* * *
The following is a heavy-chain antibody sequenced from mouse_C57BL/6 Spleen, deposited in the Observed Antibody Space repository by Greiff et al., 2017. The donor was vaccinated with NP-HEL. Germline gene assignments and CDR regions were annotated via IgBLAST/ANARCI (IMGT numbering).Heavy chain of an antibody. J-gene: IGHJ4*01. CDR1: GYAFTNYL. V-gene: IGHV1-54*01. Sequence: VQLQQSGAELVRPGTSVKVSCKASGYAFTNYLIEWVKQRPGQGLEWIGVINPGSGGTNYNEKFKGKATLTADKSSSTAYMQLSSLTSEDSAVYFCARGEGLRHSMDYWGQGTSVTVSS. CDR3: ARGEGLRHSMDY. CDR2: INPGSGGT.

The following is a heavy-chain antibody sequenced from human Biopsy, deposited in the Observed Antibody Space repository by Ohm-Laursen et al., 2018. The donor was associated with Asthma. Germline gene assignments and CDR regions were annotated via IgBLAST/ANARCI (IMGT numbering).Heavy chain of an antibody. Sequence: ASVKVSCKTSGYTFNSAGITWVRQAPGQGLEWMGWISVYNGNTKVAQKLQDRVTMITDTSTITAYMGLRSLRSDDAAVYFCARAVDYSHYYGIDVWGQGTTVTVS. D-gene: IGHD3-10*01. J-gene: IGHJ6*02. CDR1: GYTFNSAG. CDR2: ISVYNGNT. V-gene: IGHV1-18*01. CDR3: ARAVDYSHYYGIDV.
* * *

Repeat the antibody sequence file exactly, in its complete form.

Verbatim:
The following is a heavy-chain antibody sequenced from mouse_C57BL/6 Spleen, deposited in the Observed Antibody Space repository by Greiff et al., 2017. The donor was vaccinated with NP-HEL. Germline gene assignments and CDR regions were annotated via IgBLAST/ANARCI (IMGT numbering).Heavy chain of an antibody. J-gene: IGHJ4*01. CDR1: GYAFTNYL. V-gene: IGHV1-54*01. Sequence: VQLQQSGAELVRPGTSVKVSCKASGYAFTNYLIEWVKQRPGQGLEWIGVINPGSGGTNYNEKFKGKATLTADKSSSTAYMQLSSLTSEDSAVYFCARGEGLRHSMDYWGQGTSVTVSS. CDR3: ARGEGLRHSMDY. CDR2: INPGSGGT.

The following is a heavy-chain antibody sequenced from human Biopsy, deposited in the Observed Antibody Space repository by Ohm-Laursen et al., 2018. The donor was associated with Asthma. Germline gene assignments and CDR regions were annotated via IgBLAST/ANARCI (IMGT numbering).Heavy chain of an antibody. Sequence: ASVKVSCKTSGYTFNSAGITWVRQAPGQGLEWMGWISVYNGNTKVAQKLQDRVTMITDTSTITAYMGLRSLRSDDAAVYFCARAVDYSHYYGIDVWGQGTTVTVS. D-gene: IGHD3-10*01. J-gene: IGHJ6*02. CDR1: GYTFNSAG. CDR2: ISVYNGNT. V-gene: IGHV1-18*01. CDR3: ARAVDYSHYYGIDV.